If you are using this club, that means you are giving up one space in your bag for another wedge.
I did try hitting 45-50 yard pitch shots with the Square Strike. Usually, I use my 60-degree wedge for those shots so I can land the ball softly on the green.
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The Square Strike launched at a lower angle, with less spin, and reached a lower height. You would expect this because it has much less loft than my lob wedge. While it is easy to swing the club and make contact, you are going to get a lower running shot that will release quite a bit on the green. Again, that’s not a bad thing; it just limits your options.
Who It Might Be For
I don’t think the Square Strike is a gimmick. It might not be the mythical savior that the website and infomercials claim it is, but this club can help golfers. If you are someone who struggles with wedge shots around the green, to the point where it is debilitating, the Square Strike can likely provide some relief.
There is nothing more frustrating than being 20 feet off the green, and not being able to get the ball on the putting surface. It’s one of the main reasons why recreational golfers post double bogeys or worse. If this club can help eliminate those shots (and your fear of them), who am I to tell you not to try it out?
Why I Wouldn’t Necessarily Recommend It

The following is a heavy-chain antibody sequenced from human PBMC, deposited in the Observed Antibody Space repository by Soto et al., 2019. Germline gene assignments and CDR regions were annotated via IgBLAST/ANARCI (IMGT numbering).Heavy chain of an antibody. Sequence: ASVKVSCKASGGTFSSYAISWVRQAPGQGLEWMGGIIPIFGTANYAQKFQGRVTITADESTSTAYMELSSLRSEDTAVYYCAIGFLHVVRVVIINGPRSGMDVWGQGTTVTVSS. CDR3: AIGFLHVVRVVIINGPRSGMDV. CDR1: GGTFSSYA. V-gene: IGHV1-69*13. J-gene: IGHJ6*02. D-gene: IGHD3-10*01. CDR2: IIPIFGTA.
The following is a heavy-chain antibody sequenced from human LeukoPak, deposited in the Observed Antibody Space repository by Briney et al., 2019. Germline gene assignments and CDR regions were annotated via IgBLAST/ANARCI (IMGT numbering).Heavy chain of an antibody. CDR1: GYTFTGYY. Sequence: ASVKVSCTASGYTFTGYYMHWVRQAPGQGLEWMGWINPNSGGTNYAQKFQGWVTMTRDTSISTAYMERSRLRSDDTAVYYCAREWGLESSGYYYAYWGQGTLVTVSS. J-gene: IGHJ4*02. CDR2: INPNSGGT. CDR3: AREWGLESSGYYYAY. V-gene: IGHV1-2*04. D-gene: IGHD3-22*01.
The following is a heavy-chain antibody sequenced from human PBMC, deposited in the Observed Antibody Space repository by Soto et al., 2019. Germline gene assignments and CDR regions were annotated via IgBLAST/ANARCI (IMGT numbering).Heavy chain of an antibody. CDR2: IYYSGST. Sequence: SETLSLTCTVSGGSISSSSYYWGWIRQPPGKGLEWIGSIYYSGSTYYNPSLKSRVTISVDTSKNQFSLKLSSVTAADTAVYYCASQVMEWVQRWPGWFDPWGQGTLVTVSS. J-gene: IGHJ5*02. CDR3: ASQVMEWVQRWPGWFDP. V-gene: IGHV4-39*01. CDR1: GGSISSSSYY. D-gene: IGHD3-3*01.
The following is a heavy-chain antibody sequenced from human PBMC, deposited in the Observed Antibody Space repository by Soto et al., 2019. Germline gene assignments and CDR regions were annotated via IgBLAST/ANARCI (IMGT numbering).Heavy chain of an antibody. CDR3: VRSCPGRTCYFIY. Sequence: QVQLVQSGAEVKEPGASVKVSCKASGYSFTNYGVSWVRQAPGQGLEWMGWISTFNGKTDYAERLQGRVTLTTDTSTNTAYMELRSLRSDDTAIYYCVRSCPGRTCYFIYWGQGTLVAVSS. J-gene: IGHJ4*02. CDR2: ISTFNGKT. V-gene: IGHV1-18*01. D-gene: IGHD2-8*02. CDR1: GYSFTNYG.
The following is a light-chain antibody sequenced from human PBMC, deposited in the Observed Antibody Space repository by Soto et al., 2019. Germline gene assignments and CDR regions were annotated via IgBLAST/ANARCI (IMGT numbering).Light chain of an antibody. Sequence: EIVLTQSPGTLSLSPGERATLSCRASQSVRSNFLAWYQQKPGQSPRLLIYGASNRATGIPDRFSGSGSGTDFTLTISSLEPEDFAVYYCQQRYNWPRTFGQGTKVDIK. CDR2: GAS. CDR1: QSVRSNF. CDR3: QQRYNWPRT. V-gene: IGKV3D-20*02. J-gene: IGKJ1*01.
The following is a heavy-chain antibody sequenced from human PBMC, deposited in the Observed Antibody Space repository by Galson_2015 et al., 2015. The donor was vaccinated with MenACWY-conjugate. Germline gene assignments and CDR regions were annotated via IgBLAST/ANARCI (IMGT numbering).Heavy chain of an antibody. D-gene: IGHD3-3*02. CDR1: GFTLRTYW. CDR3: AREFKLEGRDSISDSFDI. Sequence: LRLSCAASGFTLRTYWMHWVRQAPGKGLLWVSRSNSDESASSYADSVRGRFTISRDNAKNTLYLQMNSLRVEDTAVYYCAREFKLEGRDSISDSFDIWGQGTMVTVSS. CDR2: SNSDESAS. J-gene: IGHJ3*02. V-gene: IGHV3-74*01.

The Square Strike is more of a band-aid, and I would only consider it as a last resort.
Modern wedges provide so much versatility around the greens, and they are easier to hit than ever because of improved design.
My recommendation for anyone who struggles with pitch or chip shots is to learn how to play them properly first. They’re not terribly complicated, and with the right technique and practice, you can drastically improve. I would rather see golfers do that first than purchase a club that limits the kinds of shots you can play and not allow you to develop your wedge technique.
But I know it’s not a perfect world, and that might not be in the cards for many of you.
Wrapping It Up
I came into testing the Square Strike thinking it was not going to be a viable option for golfers. However, the club surprised me. It’s easy to hit and produces low running shots that golfers do need to execute on the course.
But I do find myself torn about recommending it to most golfers. If you are someone who is miserable with your short game, and can’t seem to avoid heavy shots, skulls, and the yips (all ugly words) – I do think it can help you. At $89, it costs less than most premium wedges, so it’s not a huge investment.
On the other hand, the club is only capable of producing a narrow range of shots. I also don’t think it will help you become a better wedge player overall.
So if your short game is bleeding heavily, the Square Strike could be a nice band-aid. But if your goal is to become a better wedge player overall, it might make more sense to get a few short game lessons and practice more.
You can purchase the Square Strike off their website here.